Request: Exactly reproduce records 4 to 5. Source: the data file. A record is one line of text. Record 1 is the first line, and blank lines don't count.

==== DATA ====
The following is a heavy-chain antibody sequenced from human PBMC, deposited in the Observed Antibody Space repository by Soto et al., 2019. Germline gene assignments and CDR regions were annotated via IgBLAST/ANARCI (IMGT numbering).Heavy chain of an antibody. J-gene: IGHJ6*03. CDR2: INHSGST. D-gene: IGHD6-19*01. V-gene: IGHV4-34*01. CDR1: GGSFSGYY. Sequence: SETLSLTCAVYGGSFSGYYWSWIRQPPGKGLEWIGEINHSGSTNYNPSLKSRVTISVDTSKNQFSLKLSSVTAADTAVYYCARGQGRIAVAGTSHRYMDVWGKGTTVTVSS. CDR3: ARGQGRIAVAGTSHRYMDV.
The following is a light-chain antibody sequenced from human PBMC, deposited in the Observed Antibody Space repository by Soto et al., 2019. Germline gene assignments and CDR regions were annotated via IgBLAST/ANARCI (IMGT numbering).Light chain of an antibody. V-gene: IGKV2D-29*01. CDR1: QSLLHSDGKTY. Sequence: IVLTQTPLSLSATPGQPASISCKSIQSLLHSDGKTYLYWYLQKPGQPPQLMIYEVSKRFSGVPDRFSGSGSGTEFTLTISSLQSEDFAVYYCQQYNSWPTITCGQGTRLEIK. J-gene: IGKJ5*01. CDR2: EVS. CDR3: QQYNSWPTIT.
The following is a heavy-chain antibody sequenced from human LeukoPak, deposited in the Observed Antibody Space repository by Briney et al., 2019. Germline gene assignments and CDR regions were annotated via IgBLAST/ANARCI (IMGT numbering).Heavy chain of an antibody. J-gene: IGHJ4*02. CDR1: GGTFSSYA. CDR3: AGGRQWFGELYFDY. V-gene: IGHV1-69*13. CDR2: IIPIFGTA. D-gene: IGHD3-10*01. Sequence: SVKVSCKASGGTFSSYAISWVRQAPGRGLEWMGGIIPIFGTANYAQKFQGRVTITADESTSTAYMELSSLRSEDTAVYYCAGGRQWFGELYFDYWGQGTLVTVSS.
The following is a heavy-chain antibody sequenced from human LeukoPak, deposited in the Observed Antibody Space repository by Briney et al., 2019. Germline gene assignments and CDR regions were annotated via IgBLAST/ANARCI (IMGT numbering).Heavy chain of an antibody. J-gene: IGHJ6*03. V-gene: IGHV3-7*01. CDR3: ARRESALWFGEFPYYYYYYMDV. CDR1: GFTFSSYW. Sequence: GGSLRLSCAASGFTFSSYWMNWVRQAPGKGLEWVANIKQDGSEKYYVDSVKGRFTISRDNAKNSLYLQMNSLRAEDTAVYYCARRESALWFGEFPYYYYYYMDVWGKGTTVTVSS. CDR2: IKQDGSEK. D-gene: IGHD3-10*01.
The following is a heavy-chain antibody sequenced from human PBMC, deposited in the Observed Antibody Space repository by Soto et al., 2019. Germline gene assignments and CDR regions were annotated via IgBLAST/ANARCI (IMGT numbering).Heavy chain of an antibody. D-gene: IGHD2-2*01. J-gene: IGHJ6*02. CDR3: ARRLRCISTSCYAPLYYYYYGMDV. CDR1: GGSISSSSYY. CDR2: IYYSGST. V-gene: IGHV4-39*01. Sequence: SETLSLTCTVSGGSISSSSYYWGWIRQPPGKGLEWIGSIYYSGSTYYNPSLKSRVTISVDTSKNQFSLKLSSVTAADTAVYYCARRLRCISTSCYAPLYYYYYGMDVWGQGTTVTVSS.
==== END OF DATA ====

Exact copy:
The following is a heavy-chain antibody sequenced from human LeukoPak, deposited in the Observed Antibody Space repository by Briney et al., 2019. Germline gene assignments and CDR regions were annotated via IgBLAST/ANARCI (IMGT numbering).Heavy chain of an antibody. J-gene: IGHJ6*03. V-gene: IGHV3-7*01. CDR3: ARRESALWFGEFPYYYYYYMDV. CDR1: GFTFSSYW. Sequence: GGSLRLSCAASGFTFSSYWMNWVRQAPGKGLEWVANIKQDGSEKYYVDSVKGRFTISRDNAKNSLYLQMNSLRAEDTAVYYCARRESALWFGEFPYYYYYYMDVWGKGTTVTVSS. CDR2: IKQDGSEK. D-gene: IGHD3-10*01.
The following is a heavy-chain antibody sequenced from human PBMC, deposited in the Observed Antibody Space repository by Soto et al., 2019. Germline gene assignments and CDR regions were annotated via IgBLAST/ANARCI (IMGT numbering).Heavy chain of an antibody. D-gene: IGHD2-2*01. J-gene: IGHJ6*02. CDR3: ARRLRCISTSCYAPLYYYYYGMDV. CDR1: GGSISSSSYY. CDR2: IYYSGST. V-gene: IGHV4-39*01. Sequence: SETLSLTCTVSGGSISSSSYYWGWIRQPPGKGLEWIGSIYYSGSTYYNPSLKSRVTISVDTSKNQFSLKLSSVTAADTAVYYCARRLRCISTSCYAPLYYYYYGMDVWGQGTTVTVSS.